Like so many people who pass themselves off as political commentators, Chuck Todd (NBC’s “Political Director”) really isn’t so much a player as he is an actor. Like the folks who anchor the “news” on the financial networks, Chuck is really a wannabe . He’s on TV because he likes being on TV – just like the financial news folks like to be seen by the titans of industry they “report” on, and, in many cases, like the guys who anchor sports coverage (those who aren’t ex-jocks). They’re guys who love sports and the people who play sports.
Please understand there’s a difference between loving politics and reporting on it; between loving the financial industry and reporting on it; and between loving sports and reporting on it. I think today, we’ve got a lot of lovers and not many reporters.
If ever there was any doubt that Chuck Todd is not a reporter, it went away last week Wednesday when, on MSNBC’s “Morning Joe”, under blistering questioning from fellow guest Ed Rendell, Chuck said it wasn’t his job to correct misrepresentations about the Affordable Care Act, a/k/a ObamaCare.
Really? Well, then, don’t call yourself a reporter or a journalist, Chuck, because people who fit that job description do their best to get to the TRUTH of any story they’re covering. Todd said it was the job of the White House to correct the misinformation being spread about ObamaCare, not his.
I did my best to teach my two kids that under many circumstances, “no” actually means “I want more information”. There are clear exceptions to this notion, particularly when a young lady says “no” to your romantic advances, but often a “no” means “we can get to yes from here, but I need to know more about what you’re saying”. The popularity of ObamaCare is dropping, if you ask me, for two reasons: the White House really is mismanaging the message, and one of the political parties, which thinks it will benefit from people not liking ObamaCare, is telling some tall tales about ObamaCare.
This is to me a classic case of “no means I need more information”.
If we are to have good information about ObamaCare – or any other government program at any level, from Washington DC to your own municipality– we must rely on reporters and journalists to try and ferret out some TRUTH. It’s no wonder so many have reservations about ObamaCare – will there be death panels? Will I get to keep my doctor? Will I still be able to go to my clinic? Will my health insurance cost go up or down?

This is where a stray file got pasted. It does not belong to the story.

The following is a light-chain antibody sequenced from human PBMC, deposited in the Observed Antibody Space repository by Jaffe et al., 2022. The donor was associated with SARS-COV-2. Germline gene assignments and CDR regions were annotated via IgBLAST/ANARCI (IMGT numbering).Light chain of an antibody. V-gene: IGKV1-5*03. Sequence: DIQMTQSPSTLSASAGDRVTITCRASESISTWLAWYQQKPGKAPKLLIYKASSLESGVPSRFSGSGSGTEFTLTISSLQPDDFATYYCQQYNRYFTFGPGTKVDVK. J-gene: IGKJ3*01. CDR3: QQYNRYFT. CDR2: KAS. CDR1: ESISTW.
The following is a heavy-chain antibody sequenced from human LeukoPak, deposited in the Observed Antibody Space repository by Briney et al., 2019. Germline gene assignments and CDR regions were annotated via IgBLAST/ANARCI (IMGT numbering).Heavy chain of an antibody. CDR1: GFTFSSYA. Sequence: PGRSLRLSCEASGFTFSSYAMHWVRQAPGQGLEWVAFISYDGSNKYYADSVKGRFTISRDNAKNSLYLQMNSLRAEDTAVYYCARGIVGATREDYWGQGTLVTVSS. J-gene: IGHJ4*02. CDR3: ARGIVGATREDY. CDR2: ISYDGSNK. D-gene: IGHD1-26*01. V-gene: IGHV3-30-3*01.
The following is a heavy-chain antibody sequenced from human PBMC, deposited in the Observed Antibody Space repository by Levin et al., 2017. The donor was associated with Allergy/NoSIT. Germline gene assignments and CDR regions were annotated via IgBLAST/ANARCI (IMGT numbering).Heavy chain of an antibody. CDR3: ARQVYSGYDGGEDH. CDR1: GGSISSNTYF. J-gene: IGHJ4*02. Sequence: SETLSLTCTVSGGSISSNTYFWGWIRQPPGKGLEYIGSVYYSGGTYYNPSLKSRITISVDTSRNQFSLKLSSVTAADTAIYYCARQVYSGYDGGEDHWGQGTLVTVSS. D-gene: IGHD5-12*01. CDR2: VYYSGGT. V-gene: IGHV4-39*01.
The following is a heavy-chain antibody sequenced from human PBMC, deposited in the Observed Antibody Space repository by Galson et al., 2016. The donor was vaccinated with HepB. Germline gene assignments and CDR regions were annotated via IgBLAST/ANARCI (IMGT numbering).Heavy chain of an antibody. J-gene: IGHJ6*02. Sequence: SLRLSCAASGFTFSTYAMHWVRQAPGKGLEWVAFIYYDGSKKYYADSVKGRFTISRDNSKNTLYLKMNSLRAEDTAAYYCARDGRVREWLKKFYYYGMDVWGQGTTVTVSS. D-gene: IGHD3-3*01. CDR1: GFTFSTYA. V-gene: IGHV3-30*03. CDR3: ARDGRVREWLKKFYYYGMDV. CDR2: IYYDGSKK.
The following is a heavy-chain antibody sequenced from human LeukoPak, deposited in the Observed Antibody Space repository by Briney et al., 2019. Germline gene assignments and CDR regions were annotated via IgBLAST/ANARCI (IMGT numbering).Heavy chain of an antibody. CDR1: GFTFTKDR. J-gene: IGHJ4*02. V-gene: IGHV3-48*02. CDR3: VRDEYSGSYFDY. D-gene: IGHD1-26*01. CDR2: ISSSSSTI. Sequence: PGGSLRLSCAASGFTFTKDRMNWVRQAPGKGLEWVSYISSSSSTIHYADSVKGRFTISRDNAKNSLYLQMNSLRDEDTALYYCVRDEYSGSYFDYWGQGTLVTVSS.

Truth is an elusive thing, sometimes, but when you’ve got one party saying one thing and the other party saying another, it’s hard to tell where the truth is. Commentators, like Todd, can say whatever they want. Reporters have to dig to try and find the truth.
Many people are saying “no” to ObamaCare because they want more information. They want answers for their questions. And guys like Todd – and there are a lot of them on TV – really do more harm than good, because they love the politics but don’t try to get at the truth.
If you’re a parent, you’ve lived the “more information” scenario many times. Your child asks for something and you say no. If the child takes the time to explain more about what they want, or why it’s important to them, your initial “no” could easily become a “yes”. In sales training, we were taught many ways to overcome objections and get to “yes”. And I learned, years ago, peddling radio advertising to local merchants, that if I did a good enough job answering their questions, I could get a signed order.
Bottom line: NBC’s job should be to get factual information to its viewers during its news programs, and that involves fact-checking and research, and that’s often what separates the reporters from the wannabees. NBC should let Chuck Todd have all the fun he wants as a commentator, but should not put him on its evening newscasts unless he decides it IS his responsibility to try and get at the truth of statements made by politicians.
And NBC shouldn’t have to tell that to Todd. It should understand its responsibility to the public and keep wannabees off the news without being told.